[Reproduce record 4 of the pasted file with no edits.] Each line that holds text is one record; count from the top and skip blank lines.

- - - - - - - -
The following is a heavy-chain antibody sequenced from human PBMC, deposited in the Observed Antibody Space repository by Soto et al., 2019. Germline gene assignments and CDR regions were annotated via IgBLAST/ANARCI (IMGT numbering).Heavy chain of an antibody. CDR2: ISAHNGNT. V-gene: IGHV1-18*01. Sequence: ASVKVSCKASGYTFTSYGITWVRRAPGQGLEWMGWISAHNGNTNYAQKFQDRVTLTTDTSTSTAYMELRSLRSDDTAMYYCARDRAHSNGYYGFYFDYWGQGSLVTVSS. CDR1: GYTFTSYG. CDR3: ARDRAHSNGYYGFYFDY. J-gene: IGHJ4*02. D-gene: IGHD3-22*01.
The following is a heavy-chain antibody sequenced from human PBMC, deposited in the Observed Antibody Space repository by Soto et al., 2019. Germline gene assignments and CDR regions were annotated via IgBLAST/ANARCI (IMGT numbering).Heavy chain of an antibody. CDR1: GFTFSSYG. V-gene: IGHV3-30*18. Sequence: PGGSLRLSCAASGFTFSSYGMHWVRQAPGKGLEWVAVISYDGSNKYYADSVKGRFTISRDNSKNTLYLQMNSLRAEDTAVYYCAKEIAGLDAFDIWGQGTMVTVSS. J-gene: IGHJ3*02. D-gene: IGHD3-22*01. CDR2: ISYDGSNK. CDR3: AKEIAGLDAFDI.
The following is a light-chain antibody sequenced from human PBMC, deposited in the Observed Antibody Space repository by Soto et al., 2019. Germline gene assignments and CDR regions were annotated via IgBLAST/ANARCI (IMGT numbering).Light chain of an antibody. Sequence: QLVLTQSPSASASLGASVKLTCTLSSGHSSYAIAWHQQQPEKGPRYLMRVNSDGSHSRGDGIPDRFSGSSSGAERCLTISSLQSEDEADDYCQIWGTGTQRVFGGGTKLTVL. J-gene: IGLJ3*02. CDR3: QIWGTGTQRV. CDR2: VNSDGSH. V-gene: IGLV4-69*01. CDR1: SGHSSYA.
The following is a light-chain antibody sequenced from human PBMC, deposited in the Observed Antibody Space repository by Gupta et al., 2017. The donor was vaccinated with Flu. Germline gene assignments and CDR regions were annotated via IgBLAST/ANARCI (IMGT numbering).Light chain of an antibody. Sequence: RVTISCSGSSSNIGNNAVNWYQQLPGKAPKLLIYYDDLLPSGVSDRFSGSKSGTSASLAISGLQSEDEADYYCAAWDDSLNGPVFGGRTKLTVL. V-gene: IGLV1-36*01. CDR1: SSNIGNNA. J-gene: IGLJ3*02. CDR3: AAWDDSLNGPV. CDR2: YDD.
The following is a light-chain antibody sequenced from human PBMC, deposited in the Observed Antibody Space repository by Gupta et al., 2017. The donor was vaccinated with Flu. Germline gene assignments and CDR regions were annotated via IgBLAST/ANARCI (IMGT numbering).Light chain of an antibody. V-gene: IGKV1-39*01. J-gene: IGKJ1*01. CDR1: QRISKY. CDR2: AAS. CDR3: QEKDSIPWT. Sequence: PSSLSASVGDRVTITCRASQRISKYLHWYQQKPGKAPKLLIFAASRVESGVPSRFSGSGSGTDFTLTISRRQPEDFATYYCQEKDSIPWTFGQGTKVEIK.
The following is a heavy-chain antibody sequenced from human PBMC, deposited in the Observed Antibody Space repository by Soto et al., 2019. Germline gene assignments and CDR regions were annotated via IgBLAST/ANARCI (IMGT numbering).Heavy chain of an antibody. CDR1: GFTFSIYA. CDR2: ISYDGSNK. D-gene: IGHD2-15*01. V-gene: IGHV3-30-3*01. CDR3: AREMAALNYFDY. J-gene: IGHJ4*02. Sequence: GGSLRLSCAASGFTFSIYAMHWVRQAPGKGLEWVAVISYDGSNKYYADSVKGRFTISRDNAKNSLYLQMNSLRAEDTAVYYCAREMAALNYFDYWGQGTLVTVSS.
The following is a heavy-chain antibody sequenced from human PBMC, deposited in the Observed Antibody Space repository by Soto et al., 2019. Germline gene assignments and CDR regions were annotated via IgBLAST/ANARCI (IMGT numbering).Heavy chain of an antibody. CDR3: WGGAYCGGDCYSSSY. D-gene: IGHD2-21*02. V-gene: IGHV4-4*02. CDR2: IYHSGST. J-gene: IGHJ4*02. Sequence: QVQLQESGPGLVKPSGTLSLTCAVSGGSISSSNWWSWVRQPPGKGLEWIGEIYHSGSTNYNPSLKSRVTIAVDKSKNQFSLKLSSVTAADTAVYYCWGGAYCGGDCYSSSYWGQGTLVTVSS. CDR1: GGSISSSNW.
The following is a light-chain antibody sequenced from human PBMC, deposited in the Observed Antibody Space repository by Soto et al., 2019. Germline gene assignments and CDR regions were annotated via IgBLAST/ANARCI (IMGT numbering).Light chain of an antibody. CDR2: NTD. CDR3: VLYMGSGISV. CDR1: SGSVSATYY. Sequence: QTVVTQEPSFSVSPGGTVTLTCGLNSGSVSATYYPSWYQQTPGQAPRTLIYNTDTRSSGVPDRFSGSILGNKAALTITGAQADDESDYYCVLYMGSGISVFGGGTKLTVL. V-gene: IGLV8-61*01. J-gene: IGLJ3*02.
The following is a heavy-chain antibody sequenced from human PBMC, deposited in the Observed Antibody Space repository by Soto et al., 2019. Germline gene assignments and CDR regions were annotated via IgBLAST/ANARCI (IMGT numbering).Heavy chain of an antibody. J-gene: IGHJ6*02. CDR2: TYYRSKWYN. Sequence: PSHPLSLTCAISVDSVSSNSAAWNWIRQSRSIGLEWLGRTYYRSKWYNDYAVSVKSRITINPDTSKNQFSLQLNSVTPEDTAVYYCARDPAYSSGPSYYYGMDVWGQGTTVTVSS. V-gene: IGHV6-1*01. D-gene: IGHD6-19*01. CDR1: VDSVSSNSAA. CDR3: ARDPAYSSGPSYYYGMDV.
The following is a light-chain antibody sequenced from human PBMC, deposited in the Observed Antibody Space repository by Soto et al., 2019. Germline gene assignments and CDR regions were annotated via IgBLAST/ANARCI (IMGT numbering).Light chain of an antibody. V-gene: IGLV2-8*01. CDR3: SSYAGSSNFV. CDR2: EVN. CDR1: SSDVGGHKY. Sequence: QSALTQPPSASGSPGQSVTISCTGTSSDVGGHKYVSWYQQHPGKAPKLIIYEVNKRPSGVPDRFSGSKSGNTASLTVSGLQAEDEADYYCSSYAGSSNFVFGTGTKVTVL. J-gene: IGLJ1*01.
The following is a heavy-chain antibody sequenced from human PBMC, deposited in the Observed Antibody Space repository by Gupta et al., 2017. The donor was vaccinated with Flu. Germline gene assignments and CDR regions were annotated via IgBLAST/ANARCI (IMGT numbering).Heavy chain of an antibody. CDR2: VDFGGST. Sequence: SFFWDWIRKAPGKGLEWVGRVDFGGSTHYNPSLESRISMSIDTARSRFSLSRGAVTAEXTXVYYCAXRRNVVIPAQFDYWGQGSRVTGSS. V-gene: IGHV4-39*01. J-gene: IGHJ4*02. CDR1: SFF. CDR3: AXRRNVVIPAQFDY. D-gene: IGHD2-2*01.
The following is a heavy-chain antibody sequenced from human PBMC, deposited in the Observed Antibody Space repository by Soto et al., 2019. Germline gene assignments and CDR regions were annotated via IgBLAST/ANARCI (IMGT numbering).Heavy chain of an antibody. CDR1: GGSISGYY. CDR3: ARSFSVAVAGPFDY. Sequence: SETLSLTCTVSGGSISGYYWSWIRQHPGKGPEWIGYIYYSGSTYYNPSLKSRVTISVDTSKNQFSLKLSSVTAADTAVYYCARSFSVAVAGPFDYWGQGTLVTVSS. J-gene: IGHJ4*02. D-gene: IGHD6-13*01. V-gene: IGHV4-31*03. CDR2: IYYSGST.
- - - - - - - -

The following is a light-chain antibody sequenced from human PBMC, deposited in the Observed Antibody Space repository by Gupta et al., 2017. The donor was vaccinated with Flu. Germline gene assignments and CDR regions were annotated via IgBLAST/ANARCI (IMGT numbering).Light chain of an antibody. Sequence: RVTISCSGSSSNIGNNAVNWYQQLPGKAPKLLIYYDDLLPSGVSDRFSGSKSGTSASLAISGLQSEDEADYYCAAWDDSLNGPVFGGRTKLTVL. V-gene: IGLV1-36*01. CDR1: SSNIGNNA. J-gene: IGLJ3*02. CDR3: AAWDDSLNGPV. CDR2: YDD.